Lifeboat dives from 200ft
A 'free fall' lifeboat set a new world record - after being launched from a height of 201ft into the water.
The new vessel has been designed with huge container ships and drilling platforms in mind, so that workers can be dropped to safety in the event of an emergency.
The GES50 MK III lifeboat has been designed to fall from a height of 154ft.
However, for its test run it plunged from the top of a crane, giving it a much greater height to ensure it was safe.
The successful test means the lifeboat has now passed safety regulations and it will soon be used worldwide.
The 50ft long boat has a separate compartment for the engine that is sealed and waterproof to prevent any damage.
It has been designed to always land upright, is fully equipped with seatbelts, and has enough capacity to hold 70 people who can climb on-board in just one and a half minutes.
For the test sandbags weighing 220 lbs were strapped to each seat and the boat was filled with instruments to measure factors such as G-force levels.
The lifeboats are set to be used worldwide, with companies in Australia, the UK and Norway already placing orders.
The drop took place in Arendal in Norway and designers behind lifeboat production company Norsafe said they were delighted it was a success.
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what do you think?
Of course no one inside will be alive to read the G-Force meter as hitting the water from that height & speed is akin to running into a brick wall, spinal damage caused by the head snapping rapidly forward on impact will undoubtedly cause severe spinal damage & most likely death.
Do you really think Mike that they haven't thought of that? They are seated backwards and harnessed in with all the appropriate support and the body does not make a full stop (as in a car accident) so the G forces are far less than you suggest. Do your research before commenting
Research has already been done. On the few occasions that 'gravity lifecraft' have been launched from oil rigs (from much lower heights) serious, although not life threatening injuries have been reported. Although in a rearward seating position Newtons Law of equal & opposite effect still comes into play.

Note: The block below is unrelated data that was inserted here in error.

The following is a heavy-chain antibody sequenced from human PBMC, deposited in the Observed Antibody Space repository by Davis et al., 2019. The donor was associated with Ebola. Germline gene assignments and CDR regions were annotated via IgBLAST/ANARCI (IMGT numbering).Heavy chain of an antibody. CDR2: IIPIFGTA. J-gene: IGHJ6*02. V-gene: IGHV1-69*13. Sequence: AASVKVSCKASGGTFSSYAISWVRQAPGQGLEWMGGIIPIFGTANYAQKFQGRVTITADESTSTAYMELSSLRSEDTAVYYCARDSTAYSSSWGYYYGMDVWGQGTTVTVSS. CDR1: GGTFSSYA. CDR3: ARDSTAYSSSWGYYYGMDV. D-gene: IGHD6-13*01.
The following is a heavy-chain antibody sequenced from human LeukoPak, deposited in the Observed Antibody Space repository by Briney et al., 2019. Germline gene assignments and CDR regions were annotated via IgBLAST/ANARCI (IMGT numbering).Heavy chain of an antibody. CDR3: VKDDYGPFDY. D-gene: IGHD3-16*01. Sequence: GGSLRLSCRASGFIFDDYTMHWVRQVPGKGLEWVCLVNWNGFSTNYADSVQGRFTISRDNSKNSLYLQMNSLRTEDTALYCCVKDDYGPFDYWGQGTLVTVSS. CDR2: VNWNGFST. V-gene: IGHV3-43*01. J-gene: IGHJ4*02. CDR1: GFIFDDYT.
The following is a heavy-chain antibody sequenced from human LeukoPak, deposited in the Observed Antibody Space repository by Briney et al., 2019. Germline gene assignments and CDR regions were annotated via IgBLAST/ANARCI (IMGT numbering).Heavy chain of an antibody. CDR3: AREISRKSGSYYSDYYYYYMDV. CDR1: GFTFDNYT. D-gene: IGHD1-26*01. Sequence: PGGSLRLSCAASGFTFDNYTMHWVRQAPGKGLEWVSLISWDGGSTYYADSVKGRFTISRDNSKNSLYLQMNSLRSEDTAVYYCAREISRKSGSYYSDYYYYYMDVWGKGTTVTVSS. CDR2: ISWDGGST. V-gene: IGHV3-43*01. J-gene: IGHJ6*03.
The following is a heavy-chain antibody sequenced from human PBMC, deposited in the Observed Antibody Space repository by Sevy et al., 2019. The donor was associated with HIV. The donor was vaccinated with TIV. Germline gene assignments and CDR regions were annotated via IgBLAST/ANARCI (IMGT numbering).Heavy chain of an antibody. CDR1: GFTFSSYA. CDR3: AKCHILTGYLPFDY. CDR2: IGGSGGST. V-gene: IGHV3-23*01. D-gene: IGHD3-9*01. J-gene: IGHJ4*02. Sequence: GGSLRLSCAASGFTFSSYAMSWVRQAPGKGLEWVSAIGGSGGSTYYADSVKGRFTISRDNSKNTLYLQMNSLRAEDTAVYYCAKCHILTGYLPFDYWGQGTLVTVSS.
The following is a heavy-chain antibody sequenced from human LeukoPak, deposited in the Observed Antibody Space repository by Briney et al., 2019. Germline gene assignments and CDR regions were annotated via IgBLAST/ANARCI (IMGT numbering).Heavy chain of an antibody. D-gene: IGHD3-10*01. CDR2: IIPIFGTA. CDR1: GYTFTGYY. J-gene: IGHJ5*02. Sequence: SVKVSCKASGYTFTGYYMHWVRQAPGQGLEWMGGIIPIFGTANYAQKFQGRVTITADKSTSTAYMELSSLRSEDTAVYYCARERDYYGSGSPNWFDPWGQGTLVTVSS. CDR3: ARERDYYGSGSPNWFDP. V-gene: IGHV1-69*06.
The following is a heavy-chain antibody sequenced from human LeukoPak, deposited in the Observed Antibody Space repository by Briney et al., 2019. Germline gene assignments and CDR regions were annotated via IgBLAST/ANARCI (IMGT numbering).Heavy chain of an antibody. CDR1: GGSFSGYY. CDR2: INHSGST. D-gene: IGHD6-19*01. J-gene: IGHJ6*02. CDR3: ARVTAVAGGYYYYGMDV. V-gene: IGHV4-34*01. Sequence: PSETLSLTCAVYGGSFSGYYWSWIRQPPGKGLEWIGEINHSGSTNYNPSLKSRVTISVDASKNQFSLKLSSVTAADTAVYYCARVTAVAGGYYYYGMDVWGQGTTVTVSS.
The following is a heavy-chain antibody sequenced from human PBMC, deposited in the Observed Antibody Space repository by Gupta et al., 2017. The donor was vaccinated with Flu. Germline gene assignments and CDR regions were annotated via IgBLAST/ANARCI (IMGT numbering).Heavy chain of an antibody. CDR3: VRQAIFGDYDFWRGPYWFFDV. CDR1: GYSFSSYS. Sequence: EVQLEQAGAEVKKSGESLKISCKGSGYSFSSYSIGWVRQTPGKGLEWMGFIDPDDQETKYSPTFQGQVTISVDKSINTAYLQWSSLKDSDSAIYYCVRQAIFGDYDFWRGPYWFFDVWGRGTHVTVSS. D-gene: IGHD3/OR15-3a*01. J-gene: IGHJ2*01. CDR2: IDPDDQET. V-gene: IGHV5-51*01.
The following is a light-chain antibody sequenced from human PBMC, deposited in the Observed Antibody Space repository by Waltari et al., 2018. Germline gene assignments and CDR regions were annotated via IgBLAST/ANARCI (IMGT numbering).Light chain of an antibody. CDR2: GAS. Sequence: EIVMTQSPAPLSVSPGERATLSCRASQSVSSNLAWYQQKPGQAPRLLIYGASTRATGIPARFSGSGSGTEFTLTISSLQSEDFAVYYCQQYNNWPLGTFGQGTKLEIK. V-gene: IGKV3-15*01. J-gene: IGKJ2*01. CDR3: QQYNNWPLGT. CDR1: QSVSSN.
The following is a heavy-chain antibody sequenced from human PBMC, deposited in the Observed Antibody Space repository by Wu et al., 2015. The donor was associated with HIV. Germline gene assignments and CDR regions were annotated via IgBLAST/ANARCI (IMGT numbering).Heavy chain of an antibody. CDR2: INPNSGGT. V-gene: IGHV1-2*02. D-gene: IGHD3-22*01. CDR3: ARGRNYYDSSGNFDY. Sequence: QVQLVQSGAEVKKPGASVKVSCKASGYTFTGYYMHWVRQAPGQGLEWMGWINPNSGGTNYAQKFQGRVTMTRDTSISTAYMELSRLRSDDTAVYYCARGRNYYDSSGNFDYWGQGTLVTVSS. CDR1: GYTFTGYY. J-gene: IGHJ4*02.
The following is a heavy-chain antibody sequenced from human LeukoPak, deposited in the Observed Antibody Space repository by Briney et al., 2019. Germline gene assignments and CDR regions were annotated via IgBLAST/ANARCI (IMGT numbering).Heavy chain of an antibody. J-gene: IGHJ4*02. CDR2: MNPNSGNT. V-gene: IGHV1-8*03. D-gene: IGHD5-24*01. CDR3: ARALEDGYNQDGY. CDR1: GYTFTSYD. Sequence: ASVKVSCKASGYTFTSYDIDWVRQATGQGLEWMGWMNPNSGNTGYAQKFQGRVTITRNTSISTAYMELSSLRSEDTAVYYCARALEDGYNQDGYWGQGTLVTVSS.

A quick look at the streamlined design shows that it will clearly submerge quite some distance before returning to the surface. This will be like a human landing on a crash-mat, or using a bungee-cord - it'll take the force right out of the impact. That's besides the point, though. The article clearly states that the trial-run used G-force meters. Why would you (who has no access to the telemetry data) assume you know better than the experts who have closely monitored the design and implementation? You clearly know something about physics to reference Newton, so just think a bit deeper about the science of impacts and collisions, and I'm sure your mind will be put to rest. Or just trust the experts.
If they have to leave rapidly in a lifeboat such as this then their injuries will be less than if they didn't use it.
Why would you need to launch this over the side head first, what would be wrong with a ramp and it is already heading away at speed. And is already incorporated at the back of some ships and has been for years, how come we never thought of this with all the life boat oil rig designing we do? surly we could capitilise on this and design a lauching pad. But there again where would businesses get the money to fund it? If the banks did fund it we have plenty of volunteers, In fact the bankers could do a trial run. JOB DONE.Kill seventy birds with one stone. The shipping industry still struggle to find a place to put life jackets on the deck where the life boats are. but make you go five flights down or up against the flow of traffic. And when the ship rolls over half the life boats are trapped.